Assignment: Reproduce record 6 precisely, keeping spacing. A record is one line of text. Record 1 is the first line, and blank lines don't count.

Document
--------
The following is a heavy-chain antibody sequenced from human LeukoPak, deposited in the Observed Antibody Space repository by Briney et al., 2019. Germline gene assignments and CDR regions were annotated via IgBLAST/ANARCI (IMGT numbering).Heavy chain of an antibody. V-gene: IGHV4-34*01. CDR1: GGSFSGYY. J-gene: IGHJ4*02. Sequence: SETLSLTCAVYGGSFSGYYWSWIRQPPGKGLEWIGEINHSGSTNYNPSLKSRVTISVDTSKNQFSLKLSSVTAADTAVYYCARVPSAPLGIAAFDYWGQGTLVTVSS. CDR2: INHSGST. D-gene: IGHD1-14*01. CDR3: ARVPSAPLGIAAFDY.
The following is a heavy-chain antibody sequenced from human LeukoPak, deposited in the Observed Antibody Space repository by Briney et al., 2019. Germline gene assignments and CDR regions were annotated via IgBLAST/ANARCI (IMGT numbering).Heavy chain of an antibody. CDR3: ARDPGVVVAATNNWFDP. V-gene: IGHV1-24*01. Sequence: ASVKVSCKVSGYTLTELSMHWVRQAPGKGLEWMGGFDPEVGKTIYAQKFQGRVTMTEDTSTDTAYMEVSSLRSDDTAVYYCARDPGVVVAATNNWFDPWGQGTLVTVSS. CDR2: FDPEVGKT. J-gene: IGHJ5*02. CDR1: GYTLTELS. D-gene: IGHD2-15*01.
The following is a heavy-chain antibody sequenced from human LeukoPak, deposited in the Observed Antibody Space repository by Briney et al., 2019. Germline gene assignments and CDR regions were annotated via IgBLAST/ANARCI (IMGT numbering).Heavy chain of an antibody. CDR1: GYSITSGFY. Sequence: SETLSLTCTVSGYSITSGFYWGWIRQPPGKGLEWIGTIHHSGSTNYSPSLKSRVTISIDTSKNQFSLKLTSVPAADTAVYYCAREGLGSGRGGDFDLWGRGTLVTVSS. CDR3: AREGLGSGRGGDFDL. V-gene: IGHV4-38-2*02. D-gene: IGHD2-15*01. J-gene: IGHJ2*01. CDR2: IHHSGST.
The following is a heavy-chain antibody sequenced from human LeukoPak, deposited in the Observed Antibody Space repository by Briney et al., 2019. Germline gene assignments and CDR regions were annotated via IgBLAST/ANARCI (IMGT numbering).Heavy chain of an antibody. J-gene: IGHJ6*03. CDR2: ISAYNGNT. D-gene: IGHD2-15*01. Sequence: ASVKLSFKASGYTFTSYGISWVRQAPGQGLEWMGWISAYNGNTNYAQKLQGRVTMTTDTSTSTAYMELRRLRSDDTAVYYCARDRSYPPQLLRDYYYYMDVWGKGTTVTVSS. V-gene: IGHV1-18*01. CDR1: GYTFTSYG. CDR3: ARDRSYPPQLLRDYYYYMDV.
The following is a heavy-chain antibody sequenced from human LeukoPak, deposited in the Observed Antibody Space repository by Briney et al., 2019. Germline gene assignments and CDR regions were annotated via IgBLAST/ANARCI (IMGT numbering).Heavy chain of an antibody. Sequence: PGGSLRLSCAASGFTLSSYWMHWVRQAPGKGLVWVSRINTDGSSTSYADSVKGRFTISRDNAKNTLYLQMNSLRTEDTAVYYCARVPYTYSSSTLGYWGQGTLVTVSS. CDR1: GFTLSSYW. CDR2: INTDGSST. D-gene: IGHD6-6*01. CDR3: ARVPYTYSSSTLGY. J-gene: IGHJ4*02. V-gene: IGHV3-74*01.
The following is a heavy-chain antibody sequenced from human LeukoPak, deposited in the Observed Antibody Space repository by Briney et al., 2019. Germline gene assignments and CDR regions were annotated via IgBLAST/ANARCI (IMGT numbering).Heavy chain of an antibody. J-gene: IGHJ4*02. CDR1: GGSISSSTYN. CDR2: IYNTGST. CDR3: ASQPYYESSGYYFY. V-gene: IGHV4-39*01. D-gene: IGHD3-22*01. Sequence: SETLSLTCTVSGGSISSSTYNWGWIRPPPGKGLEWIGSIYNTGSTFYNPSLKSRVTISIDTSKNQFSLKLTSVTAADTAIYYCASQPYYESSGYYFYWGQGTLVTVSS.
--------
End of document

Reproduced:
The following is a heavy-chain antibody sequenced from human LeukoPak, deposited in the Observed Antibody Space repository by Briney et al., 2019. Germline gene assignments and CDR regions were annotated via IgBLAST/ANARCI (IMGT numbering).Heavy chain of an antibody. J-gene: IGHJ4*02. CDR1: GGSISSSTYN. CDR2: IYNTGST. CDR3: ASQPYYESSGYYFY. V-gene: IGHV4-39*01. D-gene: IGHD3-22*01. Sequence: SETLSLTCTVSGGSISSSTYNWGWIRPPPGKGLEWIGSIYNTGSTFYNPSLKSRVTISIDTSKNQFSLKLTSVTAADTAIYYCASQPYYESSGYYFYWGQGTLVTVSS.